Take the 2-minute tour ×
Server Fault is a question and answer site for professional system and network administrators. It's 100% free, no registration required.

Background

I have two webshpere apps

(installed on two separate profiles, and both the ports and context roots are different)

Scenario

  • When logging into app1, users get a JSESSIONID cookie X
  • When logging into app2 in another browser tab (IE8) user gets a JESSSIONID cookie Y

Problem

  • When logging into app2, the JSESSIONID cookie value Y overwrites the value X, thus invalidation the session of app1 (user is thrown back to login page if they do anything)

Question

  • Is that the default behavior? it looks weird that two web apps can share a JSESSIONID cookie
  • Is there a way to configure the two web apps to have JSESSIONID cookie isolation?
share|improve this question
add comment

3 Answers

Those two apps are unaware of each other since they're in separate profiles. So I expect the second one sees a session ID it doesn't recognize, assumes it's an expired one, and creates a new one.

You can change one of the application's cookie name to something other than JSESSIONID or you can change its path so that it is only sent back for /app1 or /app2.

Either server-wide under Servers > Server name > Session Management > Enable Cookies or for the particular application(s) under Enterprise Applications > Application name > Session Management > Enable Cookies. If you choose the latter, you have to also check Override session management.

share|improve this answer
add comment

There is an alternate (AIUI, preferred?) solution to changing the cookie name or adding a path component -- you can configure both applications to re-use the incoming session ID and base the created session around it.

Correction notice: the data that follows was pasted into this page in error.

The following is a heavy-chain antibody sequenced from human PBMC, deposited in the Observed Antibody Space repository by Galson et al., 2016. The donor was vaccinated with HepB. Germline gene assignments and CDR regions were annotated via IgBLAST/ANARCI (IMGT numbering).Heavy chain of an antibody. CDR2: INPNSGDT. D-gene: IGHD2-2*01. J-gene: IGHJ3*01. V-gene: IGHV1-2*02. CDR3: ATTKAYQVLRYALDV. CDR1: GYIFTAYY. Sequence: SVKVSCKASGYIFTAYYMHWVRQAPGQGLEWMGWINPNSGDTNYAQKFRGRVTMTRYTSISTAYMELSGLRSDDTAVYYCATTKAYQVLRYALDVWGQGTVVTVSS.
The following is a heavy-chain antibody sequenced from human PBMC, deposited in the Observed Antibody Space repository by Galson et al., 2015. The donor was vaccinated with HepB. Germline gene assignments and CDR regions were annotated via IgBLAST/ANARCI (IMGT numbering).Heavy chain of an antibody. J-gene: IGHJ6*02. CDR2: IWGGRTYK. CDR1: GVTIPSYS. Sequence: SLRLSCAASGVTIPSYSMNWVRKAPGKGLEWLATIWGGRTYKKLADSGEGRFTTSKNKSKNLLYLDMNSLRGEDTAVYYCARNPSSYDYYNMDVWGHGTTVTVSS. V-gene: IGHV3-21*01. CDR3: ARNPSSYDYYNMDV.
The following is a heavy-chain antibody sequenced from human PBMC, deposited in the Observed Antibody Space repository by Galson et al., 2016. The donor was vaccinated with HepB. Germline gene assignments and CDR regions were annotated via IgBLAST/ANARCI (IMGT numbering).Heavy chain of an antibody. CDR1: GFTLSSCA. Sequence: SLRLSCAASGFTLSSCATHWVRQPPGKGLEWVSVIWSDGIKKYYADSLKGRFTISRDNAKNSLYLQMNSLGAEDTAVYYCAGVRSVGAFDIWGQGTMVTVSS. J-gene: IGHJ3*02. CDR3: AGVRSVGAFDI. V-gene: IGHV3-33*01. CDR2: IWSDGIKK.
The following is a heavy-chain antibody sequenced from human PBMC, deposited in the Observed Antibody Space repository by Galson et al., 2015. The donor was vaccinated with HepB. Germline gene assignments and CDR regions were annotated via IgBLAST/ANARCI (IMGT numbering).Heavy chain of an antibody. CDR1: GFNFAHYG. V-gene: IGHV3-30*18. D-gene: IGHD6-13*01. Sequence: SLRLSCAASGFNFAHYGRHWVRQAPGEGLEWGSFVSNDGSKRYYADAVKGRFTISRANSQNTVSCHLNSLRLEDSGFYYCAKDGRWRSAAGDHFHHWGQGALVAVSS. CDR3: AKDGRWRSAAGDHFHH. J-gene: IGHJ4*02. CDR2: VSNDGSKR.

http://www-01.ibm.com/support/docview.wss?uid=swg21210881

share|improve this answer
    
Good link @covener. That technique specifically mentions multiple nodes in the same domain. I'm wondering if it also works across multiple profiles. I'm also wondering if that means that visiting with an old, expired session ID causes that ID to be reused anyway... –  dbreaux Jan 30 '13 at 14:39
add comment

May be you should set an application specific cookie path so that you restrict the URL a cookie will be sent.

This can be done by enabling Override session management in Enterprise Applications > AppName > Session management and choose Enable cookies > Cookie path > Set cookie path to be equal to the context root of the application e.g. equal to app1 or app2.

To my opinion this is the most preferable way to isolate cookies from apps running in the same host.

share|improve this answer
add comment

Your Answer

 
discard

By posting your answer, you agree to the privacy policy and terms of service.

Not the answer you're looking for? Browse other questions tagged or ask your own question.